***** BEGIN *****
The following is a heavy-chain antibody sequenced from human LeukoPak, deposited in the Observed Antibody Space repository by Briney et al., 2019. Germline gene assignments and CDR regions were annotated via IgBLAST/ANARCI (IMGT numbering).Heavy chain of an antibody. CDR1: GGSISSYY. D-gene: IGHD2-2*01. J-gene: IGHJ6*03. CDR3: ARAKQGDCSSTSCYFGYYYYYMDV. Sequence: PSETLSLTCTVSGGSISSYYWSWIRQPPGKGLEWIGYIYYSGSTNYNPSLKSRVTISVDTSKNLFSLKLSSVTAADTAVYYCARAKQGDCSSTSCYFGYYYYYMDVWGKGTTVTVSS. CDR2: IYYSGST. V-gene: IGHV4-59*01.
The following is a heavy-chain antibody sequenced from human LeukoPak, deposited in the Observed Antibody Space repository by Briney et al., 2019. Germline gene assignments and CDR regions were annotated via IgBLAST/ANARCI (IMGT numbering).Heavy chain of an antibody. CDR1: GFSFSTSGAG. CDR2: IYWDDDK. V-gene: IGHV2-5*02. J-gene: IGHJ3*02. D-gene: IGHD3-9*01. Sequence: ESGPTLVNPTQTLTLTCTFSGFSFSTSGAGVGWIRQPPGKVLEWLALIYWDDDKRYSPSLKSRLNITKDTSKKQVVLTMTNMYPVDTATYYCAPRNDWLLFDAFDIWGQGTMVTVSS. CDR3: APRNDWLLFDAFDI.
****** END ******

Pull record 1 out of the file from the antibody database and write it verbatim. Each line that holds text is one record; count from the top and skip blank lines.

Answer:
The following is a heavy-chain antibody sequenced from human LeukoPak, deposited in the Observed Antibody Space repository by Briney et al., 2019. Germline gene assignments and CDR regions were annotated via IgBLAST/ANARCI (IMGT numbering).Heavy chain of an antibody. CDR1: GGSISSYY. D-gene: IGHD2-2*01. J-gene: IGHJ6*03. CDR3: ARAKQGDCSSTSCYFGYYYYYMDV. Sequence: PSETLSLTCTVSGGSISSYYWSWIRQPPGKGLEWIGYIYYSGSTNYNPSLKSRVTISVDTSKNLFSLKLSSVTAADTAVYYCARAKQGDCSSTSCYFGYYYYYMDVWGKGTTVTVSS. CDR2: IYYSGST. V-gene: IGHV4-59*01.